Strategy for Disaster Reduction
Latin America and the Caribbean
Newsletter ISDR Inform - Latin America and the Caribbean
Socios en Acción
UPDATE ON PROJECT PROGRESS
Information services are key
Since the last update
in this magazine 6 months ago, the Central American Disaster Health Information
Network project has continued to make significant progress. At CRID, In
San Jose, Costa Rica, the central digital is now fully functional. As
of November 2002 more than 1,400 documents have been digitally scanned,
processed and indexed, now available as full-text documents online. This
digital library has been shared with each of the seven project centers
and is available to local and national users through each projects
website. In addition to regularly updating the on-line offerings, CRID
also periodically distributes CD collections of this material to the project
The digitizing of information is a good way to make disaster-related information more readily available to thousands of users in the region by dissemination through the internet and other electronic media, such as CD-ROM. Even if many people in Latin America and the Caribbean do not have access to computers or the internet, most local organizations and NGOs do and can aid in the dissemination of disaster-related information and knowledge. Another advantage is the low cost of accessing digitized information by means of information providers website.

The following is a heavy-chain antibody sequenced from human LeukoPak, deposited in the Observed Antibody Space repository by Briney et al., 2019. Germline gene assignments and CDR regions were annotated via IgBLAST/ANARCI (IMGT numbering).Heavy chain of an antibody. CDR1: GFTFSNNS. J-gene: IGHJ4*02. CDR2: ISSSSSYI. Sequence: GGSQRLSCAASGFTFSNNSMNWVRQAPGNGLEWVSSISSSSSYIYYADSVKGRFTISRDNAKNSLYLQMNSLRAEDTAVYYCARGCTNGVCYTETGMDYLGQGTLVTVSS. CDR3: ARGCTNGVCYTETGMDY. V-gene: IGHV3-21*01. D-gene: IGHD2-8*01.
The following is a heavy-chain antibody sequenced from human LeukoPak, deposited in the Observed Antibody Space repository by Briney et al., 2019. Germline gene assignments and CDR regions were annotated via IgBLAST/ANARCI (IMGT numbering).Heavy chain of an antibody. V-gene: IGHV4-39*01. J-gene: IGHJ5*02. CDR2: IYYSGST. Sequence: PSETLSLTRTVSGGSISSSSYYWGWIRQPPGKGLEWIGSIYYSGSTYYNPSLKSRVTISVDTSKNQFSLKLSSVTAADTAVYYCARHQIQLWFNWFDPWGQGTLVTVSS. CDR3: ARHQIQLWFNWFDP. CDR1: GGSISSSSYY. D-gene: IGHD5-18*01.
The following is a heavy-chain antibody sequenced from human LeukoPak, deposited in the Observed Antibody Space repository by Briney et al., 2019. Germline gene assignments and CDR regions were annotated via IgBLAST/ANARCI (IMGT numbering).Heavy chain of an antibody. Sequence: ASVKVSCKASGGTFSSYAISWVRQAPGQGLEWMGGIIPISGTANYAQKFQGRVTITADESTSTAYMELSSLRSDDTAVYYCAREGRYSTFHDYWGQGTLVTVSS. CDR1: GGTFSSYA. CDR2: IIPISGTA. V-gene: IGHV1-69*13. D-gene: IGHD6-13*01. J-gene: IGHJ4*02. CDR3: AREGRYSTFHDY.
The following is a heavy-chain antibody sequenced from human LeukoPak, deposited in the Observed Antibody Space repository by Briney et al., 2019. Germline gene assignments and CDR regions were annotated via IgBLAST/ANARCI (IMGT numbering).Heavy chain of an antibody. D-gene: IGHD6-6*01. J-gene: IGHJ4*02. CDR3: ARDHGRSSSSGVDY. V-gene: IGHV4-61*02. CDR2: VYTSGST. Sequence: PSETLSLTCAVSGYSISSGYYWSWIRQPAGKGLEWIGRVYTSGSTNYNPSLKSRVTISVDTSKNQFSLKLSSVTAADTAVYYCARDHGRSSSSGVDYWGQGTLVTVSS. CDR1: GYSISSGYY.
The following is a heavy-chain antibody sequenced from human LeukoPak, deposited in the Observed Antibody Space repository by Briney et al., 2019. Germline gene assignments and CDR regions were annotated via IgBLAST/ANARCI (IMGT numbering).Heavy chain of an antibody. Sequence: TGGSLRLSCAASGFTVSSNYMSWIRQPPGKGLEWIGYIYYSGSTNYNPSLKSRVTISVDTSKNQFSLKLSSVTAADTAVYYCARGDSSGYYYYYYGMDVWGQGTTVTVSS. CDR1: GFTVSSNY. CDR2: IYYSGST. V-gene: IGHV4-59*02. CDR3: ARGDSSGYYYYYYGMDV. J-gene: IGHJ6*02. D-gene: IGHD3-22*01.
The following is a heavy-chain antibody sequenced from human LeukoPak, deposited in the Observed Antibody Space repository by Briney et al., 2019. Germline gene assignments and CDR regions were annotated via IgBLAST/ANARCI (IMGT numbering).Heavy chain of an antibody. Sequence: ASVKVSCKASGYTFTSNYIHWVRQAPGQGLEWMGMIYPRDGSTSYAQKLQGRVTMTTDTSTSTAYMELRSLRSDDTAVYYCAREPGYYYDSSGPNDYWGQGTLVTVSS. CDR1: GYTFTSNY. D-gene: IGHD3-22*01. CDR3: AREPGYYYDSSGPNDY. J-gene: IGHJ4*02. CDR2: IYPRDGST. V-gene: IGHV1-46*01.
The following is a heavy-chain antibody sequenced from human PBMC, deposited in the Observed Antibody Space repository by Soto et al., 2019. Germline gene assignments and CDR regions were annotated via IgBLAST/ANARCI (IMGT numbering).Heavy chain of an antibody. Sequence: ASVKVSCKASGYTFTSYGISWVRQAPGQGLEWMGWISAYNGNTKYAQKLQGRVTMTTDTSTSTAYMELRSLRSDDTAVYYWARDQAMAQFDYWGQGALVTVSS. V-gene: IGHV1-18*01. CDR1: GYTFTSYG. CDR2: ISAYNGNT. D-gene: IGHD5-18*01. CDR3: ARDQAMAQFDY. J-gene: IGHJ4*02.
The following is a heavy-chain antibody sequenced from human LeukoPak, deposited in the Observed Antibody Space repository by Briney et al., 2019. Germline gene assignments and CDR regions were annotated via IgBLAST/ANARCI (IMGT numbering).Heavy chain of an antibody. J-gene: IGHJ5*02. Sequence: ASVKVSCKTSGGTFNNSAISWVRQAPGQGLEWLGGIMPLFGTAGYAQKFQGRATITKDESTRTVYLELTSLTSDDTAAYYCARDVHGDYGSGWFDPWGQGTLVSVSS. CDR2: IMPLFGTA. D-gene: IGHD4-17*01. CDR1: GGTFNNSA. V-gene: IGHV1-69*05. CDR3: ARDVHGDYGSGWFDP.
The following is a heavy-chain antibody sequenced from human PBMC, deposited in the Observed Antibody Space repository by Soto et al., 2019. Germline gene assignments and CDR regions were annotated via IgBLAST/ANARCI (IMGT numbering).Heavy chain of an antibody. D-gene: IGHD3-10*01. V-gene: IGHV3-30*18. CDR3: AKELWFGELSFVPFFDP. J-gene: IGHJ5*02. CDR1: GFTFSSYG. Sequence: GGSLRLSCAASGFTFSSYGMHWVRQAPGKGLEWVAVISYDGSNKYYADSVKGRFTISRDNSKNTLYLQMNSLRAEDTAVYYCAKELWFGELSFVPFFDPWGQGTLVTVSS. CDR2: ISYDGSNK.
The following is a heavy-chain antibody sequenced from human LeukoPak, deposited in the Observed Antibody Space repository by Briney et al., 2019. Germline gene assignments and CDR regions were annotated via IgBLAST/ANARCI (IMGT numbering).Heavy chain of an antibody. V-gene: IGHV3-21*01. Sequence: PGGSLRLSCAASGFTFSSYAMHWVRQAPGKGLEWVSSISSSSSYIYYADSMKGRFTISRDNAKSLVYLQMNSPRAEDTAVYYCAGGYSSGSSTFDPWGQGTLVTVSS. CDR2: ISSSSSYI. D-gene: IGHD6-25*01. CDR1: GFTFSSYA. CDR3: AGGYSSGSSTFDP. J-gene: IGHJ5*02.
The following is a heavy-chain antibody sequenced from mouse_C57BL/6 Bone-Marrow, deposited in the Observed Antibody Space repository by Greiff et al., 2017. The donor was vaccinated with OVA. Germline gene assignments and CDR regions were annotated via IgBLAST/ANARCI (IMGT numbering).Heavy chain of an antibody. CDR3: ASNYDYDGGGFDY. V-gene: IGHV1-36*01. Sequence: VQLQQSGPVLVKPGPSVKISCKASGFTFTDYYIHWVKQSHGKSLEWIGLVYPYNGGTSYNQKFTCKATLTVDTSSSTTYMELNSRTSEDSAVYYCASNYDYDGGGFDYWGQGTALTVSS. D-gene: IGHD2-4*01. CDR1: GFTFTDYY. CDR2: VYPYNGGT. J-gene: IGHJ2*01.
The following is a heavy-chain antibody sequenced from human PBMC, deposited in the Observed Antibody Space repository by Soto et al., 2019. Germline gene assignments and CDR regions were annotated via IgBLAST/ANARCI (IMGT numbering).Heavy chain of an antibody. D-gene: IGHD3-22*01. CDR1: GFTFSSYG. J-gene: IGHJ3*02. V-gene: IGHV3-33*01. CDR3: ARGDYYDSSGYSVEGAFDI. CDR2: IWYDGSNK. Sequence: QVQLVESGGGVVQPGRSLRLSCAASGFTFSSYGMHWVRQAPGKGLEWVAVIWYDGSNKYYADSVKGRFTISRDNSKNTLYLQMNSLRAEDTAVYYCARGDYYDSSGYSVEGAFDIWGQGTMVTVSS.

The growing electronic
collections at CRID as well as the in-house digitization capacity have
resulted in an increasing demand for related services.
Now hundreds of requests are fulfilled by users themselves through the CRID website. In order to provide quick and easy access, CRID has recently installed a simple search option in its Information Services website section offering users the chance to search for keywords related to these digitized documents.
In addition to these digitized documents, CRID and all project sites also provide users access to the Desastres database, with over 14,000 references to the disaster literature. An excellent and more sophisticated search option is also available through the CRID site that uses the BIREME search engine.
Over the past few months several technical improvements were made at CRID and other project sites, including upgrading the Internet connection at CRID. Technical support missions were conducted to Nicaragua, El Salvador and Honduras, as well. During September the projects third major training session was held in Managua (Nicaragua).